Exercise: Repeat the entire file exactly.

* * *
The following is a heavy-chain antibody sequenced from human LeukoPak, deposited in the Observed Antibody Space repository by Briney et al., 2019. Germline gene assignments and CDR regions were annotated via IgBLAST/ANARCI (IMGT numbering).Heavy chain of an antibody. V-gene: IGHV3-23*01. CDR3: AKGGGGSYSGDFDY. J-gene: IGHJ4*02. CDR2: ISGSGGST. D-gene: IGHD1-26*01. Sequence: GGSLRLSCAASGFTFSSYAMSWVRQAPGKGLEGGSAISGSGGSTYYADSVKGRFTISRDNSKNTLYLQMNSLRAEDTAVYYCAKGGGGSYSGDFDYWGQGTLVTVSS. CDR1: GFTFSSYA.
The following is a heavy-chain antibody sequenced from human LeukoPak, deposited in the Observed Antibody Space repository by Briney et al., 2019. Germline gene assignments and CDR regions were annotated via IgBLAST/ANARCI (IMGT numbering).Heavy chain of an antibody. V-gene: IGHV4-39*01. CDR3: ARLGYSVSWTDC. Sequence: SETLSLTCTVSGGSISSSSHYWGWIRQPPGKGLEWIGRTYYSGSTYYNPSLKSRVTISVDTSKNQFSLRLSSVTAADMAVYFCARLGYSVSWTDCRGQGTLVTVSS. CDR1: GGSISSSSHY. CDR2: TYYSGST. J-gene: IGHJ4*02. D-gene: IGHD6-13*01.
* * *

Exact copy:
The following is a heavy-chain antibody sequenced from human LeukoPak, deposited in the Observed Antibody Space repository by Briney et al., 2019. Germline gene assignments and CDR regions were annotated via IgBLAST/ANARCI (IMGT numbering).Heavy chain of an antibody. V-gene: IGHV3-23*01. CDR3: AKGGGGSYSGDFDY. J-gene: IGHJ4*02. CDR2: ISGSGGST. D-gene: IGHD1-26*01. Sequence: GGSLRLSCAASGFTFSSYAMSWVRQAPGKGLEGGSAISGSGGSTYYADSVKGRFTISRDNSKNTLYLQMNSLRAEDTAVYYCAKGGGGSYSGDFDYWGQGTLVTVSS. CDR1: GFTFSSYA.
The following is a heavy-chain antibody sequenced from human LeukoPak, deposited in the Observed Antibody Space repository by Briney et al., 2019. Germline gene assignments and CDR regions were annotated via IgBLAST/ANARCI (IMGT numbering).Heavy chain of an antibody. V-gene: IGHV4-39*01. CDR3: ARLGYSVSWTDC. Sequence: SETLSLTCTVSGGSISSSSHYWGWIRQPPGKGLEWIGRTYYSGSTYYNPSLKSRVTISVDTSKNQFSLRLSSVTAADMAVYFCARLGYSVSWTDCRGQGTLVTVSS. CDR1: GGSISSSSHY. CDR2: TYYSGST. J-gene: IGHJ4*02. D-gene: IGHD6-13*01.